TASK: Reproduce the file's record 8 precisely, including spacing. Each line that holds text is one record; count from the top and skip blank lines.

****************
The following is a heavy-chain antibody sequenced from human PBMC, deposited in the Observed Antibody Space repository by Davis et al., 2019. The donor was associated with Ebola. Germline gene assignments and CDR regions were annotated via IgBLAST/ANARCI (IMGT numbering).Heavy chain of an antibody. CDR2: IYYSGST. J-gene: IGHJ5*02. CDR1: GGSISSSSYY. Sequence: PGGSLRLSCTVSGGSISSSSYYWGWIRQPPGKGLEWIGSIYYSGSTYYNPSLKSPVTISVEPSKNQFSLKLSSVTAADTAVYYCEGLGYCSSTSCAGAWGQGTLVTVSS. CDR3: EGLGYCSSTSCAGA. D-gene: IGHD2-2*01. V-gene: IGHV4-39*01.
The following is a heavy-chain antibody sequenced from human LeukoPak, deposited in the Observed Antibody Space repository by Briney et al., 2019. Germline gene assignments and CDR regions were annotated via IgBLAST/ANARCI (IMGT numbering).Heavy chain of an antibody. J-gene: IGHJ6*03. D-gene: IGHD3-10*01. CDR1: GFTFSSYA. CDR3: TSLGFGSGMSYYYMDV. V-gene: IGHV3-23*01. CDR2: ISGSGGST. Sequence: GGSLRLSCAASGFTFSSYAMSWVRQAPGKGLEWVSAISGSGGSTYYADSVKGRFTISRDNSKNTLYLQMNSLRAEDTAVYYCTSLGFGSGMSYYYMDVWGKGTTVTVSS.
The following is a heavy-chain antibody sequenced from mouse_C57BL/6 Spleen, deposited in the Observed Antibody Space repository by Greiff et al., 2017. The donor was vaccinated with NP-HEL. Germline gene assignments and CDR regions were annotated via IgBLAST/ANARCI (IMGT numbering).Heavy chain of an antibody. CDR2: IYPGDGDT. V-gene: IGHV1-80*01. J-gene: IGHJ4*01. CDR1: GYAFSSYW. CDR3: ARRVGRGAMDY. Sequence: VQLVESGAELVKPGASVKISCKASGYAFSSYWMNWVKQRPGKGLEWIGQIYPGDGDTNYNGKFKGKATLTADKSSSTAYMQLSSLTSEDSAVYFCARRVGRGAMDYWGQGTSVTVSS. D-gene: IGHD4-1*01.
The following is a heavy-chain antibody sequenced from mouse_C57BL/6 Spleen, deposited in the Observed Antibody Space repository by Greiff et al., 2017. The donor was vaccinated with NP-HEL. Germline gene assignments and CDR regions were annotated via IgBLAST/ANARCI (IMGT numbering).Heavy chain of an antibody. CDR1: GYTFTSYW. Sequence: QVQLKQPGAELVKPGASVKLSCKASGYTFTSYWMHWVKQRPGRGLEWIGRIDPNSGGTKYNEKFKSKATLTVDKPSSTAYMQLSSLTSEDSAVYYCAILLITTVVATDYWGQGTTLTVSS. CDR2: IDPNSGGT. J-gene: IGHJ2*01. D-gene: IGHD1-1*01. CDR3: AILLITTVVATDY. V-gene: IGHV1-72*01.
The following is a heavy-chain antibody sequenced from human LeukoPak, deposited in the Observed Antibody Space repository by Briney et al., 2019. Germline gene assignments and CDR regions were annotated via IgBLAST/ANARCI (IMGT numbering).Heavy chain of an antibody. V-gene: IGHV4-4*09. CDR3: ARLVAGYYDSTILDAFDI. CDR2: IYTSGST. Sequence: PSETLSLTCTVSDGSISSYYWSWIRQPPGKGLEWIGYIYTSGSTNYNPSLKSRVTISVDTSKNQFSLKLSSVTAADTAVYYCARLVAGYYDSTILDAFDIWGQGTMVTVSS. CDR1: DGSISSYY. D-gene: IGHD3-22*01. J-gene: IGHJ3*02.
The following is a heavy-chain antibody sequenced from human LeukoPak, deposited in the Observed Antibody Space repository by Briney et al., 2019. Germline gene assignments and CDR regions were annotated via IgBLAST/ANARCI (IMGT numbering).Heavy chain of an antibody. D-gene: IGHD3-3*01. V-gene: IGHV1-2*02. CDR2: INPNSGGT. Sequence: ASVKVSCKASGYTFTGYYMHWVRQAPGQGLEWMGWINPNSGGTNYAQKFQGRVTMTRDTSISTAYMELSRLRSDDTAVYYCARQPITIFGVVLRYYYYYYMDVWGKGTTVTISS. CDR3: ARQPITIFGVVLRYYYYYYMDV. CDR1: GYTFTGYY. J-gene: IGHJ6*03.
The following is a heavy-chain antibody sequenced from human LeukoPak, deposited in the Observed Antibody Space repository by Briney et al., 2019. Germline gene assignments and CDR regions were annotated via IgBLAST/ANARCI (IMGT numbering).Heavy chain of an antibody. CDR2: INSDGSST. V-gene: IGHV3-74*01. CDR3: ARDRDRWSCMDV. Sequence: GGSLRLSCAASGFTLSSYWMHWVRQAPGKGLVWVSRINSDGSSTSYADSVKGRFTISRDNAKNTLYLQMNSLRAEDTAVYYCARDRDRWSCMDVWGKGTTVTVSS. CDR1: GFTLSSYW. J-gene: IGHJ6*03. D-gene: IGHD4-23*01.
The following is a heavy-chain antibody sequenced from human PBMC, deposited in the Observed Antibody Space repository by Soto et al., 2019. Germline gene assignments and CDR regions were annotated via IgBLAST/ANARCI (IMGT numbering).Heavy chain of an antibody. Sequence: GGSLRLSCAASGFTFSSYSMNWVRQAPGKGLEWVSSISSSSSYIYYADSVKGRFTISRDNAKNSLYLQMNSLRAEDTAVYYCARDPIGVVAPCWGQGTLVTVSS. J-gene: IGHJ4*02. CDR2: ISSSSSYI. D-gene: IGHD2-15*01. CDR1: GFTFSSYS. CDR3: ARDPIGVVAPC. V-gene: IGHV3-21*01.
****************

The following is a heavy-chain antibody sequenced from human PBMC, deposited in the Observed Antibody Space repository by Soto et al., 2019. Germline gene assignments and CDR regions were annotated via IgBLAST/ANARCI (IMGT numbering).Heavy chain of an antibody. Sequence: GGSLRLSCAASGFTFSSYSMNWVRQAPGKGLEWVSSISSSSSYIYYADSVKGRFTISRDNAKNSLYLQMNSLRAEDTAVYYCARDPIGVVAPCWGQGTLVTVSS. J-gene: IGHJ4*02. CDR2: ISSSSSYI. D-gene: IGHD2-15*01. CDR1: GFTFSSYS. CDR3: ARDPIGVVAPC. V-gene: IGHV3-21*01.